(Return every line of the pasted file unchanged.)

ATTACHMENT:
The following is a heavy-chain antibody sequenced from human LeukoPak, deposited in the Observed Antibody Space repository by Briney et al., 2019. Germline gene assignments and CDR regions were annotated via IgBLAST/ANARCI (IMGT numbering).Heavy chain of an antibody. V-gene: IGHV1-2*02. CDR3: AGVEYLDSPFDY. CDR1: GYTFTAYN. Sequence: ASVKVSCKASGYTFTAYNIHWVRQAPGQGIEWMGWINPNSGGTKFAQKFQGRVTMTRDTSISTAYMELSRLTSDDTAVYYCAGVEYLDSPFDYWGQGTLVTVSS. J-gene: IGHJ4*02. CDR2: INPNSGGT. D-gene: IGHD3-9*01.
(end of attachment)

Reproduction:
The following is a heavy-chain antibody sequenced from human LeukoPak, deposited in the Observed Antibody Space repository by Briney et al., 2019. Germline gene assignments and CDR regions were annotated via IgBLAST/ANARCI (IMGT numbering).Heavy chain of an antibody. V-gene: IGHV1-2*02. CDR3: AGVEYLDSPFDY. CDR1: GYTFTAYN. Sequence: ASVKVSCKASGYTFTAYNIHWVRQAPGQGIEWMGWINPNSGGTKFAQKFQGRVTMTRDTSISTAYMELSRLTSDDTAVYYCAGVEYLDSPFDYWGQGTLVTVSS. J-gene: IGHJ4*02. CDR2: INPNSGGT. D-gene: IGHD3-9*01.